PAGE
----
Dexter drove out in his Aston Martin to the old Hill place. He expected to see a cop car watching the place. Instead, all he saw was a strip of yellow tape across the driveway. Dexter didn’t want to break the tape and alert the cops to his presence. Therefore, he parked a little ways up from the driveway. He figured that they would assume someone was fishing in the stream.

Dexter then cut across the pasture to the old farmhouse. The door was sealed as well. Dexter cut the tape and opened the door. Inside it stilled smelled of rotted corpse. It took Dexter a minute to get used to the smell. He smiled and thought to himself that his parents’ home smelled a lot worse when he found them.

He poked around the house, surveying it quickly. There were four rooms in all—a living room, a kitchen, and two bedrooms. The house was immaculate, very different from the outward appearance. Dexter wondered where the bathrooms were, and then he noticed a small outhouse through the kitchen window. He chuckled and shook his head. He was truly in the dark ages here. A quick search around the house showed no place for hidden panels or even a secret door. Dexter was beginning to think that the trunk didn’t really exist after all when he noticed a small door in the kitchen near the sink.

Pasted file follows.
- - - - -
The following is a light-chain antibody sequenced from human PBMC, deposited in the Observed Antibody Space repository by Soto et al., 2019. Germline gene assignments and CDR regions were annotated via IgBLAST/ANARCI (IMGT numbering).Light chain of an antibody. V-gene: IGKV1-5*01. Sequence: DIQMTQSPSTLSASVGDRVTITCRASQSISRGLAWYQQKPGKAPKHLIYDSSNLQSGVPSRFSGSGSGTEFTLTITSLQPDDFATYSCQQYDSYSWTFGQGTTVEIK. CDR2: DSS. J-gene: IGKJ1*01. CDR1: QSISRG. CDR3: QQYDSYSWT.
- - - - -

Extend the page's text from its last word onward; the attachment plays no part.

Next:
The door was a simple affair with a painted white knob. It looked like a fuse box panel. He opened it slowly, expecting a trap. Instead, inside he saw a simple key on a hook. Taking the key he looked around for the padlock it went to.

Nothing was padlocked inside the house so Dexter went outside, searching. He cringed, hoping that the outhouse wasn’t the location of the chest. His luck held. Going around back, he saw a basement entrance on the side of the house. It was a wedge of two red, rusted steel doors. They were locked with a simple padlock. He examined the doors closely. They hadn’t been opened in years. Spider webs and debris covered the doors. Dexter tried the key and it fit perfectly. It took a few tries but he eventually unlocked the old lock.